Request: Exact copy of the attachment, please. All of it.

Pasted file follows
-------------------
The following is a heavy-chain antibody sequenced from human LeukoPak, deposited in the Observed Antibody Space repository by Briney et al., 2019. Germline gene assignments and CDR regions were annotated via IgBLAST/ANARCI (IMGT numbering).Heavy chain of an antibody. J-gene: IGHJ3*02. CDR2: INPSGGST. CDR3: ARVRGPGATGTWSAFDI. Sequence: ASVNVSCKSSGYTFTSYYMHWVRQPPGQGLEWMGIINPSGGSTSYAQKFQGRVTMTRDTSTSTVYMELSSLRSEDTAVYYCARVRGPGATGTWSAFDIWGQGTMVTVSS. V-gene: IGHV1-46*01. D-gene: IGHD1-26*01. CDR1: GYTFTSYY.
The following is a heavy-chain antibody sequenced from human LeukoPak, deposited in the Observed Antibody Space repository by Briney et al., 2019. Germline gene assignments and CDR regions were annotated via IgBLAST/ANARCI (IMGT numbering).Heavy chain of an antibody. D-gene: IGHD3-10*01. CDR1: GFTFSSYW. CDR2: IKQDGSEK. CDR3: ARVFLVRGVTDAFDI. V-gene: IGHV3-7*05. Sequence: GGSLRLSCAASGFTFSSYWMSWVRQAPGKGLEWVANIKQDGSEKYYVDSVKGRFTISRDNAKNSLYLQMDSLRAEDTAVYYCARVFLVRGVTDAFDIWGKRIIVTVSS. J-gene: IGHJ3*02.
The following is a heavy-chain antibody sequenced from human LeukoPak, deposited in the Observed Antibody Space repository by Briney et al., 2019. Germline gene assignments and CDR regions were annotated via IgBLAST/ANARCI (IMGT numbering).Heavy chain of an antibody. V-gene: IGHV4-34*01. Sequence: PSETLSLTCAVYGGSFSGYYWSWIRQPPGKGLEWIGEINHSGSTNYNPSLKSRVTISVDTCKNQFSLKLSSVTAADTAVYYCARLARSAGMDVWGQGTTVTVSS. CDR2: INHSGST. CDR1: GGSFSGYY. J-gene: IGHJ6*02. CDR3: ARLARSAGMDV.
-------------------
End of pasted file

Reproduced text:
The following is a heavy-chain antibody sequenced from human LeukoPak, deposited in the Observed Antibody Space repository by Briney et al., 2019. Germline gene assignments and CDR regions were annotated via IgBLAST/ANARCI (IMGT numbering).Heavy chain of an antibody. J-gene: IGHJ3*02. CDR2: INPSGGST. CDR3: ARVRGPGATGTWSAFDI. Sequence: ASVNVSCKSSGYTFTSYYMHWVRQPPGQGLEWMGIINPSGGSTSYAQKFQGRVTMTRDTSTSTVYMELSSLRSEDTAVYYCARVRGPGATGTWSAFDIWGQGTMVTVSS. V-gene: IGHV1-46*01. D-gene: IGHD1-26*01. CDR1: GYTFTSYY.
The following is a heavy-chain antibody sequenced from human LeukoPak, deposited in the Observed Antibody Space repository by Briney et al., 2019. Germline gene assignments and CDR regions were annotated via IgBLAST/ANARCI (IMGT numbering).Heavy chain of an antibody. D-gene: IGHD3-10*01. CDR1: GFTFSSYW. CDR2: IKQDGSEK. CDR3: ARVFLVRGVTDAFDI. V-gene: IGHV3-7*05. Sequence: GGSLRLSCAASGFTFSSYWMSWVRQAPGKGLEWVANIKQDGSEKYYVDSVKGRFTISRDNAKNSLYLQMDSLRAEDTAVYYCARVFLVRGVTDAFDIWGKRIIVTVSS. J-gene: IGHJ3*02.
The following is a heavy-chain antibody sequenced from human LeukoPak, deposited in the Observed Antibody Space repository by Briney et al., 2019. Germline gene assignments and CDR regions were annotated via IgBLAST/ANARCI (IMGT numbering).Heavy chain of an antibody. V-gene: IGHV4-34*01. Sequence: PSETLSLTCAVYGGSFSGYYWSWIRQPPGKGLEWIGEINHSGSTNYNPSLKSRVTISVDTCKNQFSLKLSSVTAADTAVYYCARLARSAGMDVWGQGTTVTVSS. CDR2: INHSGST. CDR1: GGSFSGYY. J-gene: IGHJ6*02. CDR3: ARLARSAGMDV.